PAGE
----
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How will the human body adapt and evolve in the wake of technological advances? Artist Lee Blalock speculates on the progression of the evolving body through her drawings, video, sculpture and sound work presented in her first solo exhibition, Neue, which explores the mechanics of prosthetics, and how rhythm and movement can be interpreted through body amplification and prosthetics.
Building from her personal history, an obsession with rules and order, and a love of Speculative Fiction, Blalock creates a new series of art work that documents and hypothesizes a process of the future superbody and its daily operations. Her works on paper combine computer code, geometric diagrams, and organic hand-drawn gestures to render the imagined figure. Repetition, duplication, and looping of sounds, shapes, and typographic characters are techniques she uses to enliven the work with a mechanical pulse. Far from a modern day Frankenstein, but not quite the bionic woman, the bodies Blalock creates absorb the digital into the corporeal, and question the possibility of a body without race, gender, or biological deficiency.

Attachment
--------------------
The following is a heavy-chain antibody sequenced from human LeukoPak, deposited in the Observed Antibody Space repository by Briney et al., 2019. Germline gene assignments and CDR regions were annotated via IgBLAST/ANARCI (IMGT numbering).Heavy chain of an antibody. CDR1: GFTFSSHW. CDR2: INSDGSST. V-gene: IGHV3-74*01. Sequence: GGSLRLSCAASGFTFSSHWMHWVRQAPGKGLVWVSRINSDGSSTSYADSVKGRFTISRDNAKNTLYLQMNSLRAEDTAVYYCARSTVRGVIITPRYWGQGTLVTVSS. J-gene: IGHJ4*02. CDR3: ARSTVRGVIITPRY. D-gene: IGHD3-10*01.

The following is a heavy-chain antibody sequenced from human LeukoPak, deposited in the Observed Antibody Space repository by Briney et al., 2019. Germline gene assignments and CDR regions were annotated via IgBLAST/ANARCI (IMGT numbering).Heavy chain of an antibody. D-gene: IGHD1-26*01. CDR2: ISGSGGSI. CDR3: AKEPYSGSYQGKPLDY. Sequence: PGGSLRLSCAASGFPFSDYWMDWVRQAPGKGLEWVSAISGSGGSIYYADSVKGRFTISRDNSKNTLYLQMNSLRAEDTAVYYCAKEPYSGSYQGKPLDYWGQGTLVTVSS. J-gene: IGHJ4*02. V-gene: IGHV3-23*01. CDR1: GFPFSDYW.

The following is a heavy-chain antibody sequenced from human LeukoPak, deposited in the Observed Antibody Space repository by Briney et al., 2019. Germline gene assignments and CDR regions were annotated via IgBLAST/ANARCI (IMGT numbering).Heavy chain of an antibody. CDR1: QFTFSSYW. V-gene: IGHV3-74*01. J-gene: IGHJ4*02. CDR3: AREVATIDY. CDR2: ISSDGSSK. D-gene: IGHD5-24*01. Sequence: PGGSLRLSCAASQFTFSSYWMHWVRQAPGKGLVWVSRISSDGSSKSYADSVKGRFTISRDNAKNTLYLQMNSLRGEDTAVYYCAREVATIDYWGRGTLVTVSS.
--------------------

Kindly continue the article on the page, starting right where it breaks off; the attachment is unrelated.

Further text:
The exhibition Neue will also debut a site-specific performance by the artist. Blalock’s performances combine her training in martial arts and contemporary dance, and often activate her sculptures and installation. Her performance at the Art Center will explore what a new movement vocabulary might be for a body with sculptural appendages that entail certain limitations and enhancements.
Lee Blalock is a Chicago-based interdisciplinary artist exploring the possibilities of a post-human and post-gendered world. Through her work, she aims to describe and reimagine the 'amplified' human, destroying the existing framework of identity and replacing it with the re-engineered body. For the past five years, Blalock’s work has shown internationally, including in Toronto and Korea. She is a recipient of the Archibald Motley Award and a Clare Rosen and Samuel Edes Foundation Prize finalist. Originally from Chester, PA, she received a BS from Spelman College and a MFA from The School of the Art Institute of Chicago, where she currently teaches digital art, core studio, new media, and research topics.
The Art Center’s exhibitions are open daily and admission is always free.